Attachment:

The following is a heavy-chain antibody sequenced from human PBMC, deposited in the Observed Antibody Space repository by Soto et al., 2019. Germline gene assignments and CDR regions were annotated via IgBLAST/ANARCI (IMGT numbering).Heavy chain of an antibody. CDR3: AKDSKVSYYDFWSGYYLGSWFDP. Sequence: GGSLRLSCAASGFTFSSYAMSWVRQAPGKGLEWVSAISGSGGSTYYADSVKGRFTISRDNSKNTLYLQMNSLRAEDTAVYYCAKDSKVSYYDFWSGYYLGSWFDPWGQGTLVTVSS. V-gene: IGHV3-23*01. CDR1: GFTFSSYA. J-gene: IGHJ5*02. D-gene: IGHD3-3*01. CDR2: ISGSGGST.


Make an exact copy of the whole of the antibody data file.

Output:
The following is a heavy-chain antibody sequenced from human PBMC, deposited in the Observed Antibody Space repository by Soto et al., 2019. Germline gene assignments and CDR regions were annotated via IgBLAST/ANARCI (IMGT numbering).Heavy chain of an antibody. CDR3: AKDSKVSYYDFWSGYYLGSWFDP. Sequence: GGSLRLSCAASGFTFSSYAMSWVRQAPGKGLEWVSAISGSGGSTYYADSVKGRFTISRDNSKNTLYLQMNSLRAEDTAVYYCAKDSKVSYYDFWSGYYLGSWFDPWGQGTLVTVSS. V-gene: IGHV3-23*01. CDR1: GFTFSSYA. J-gene: IGHJ5*02. D-gene: IGHD3-3*01. CDR2: ISGSGGST.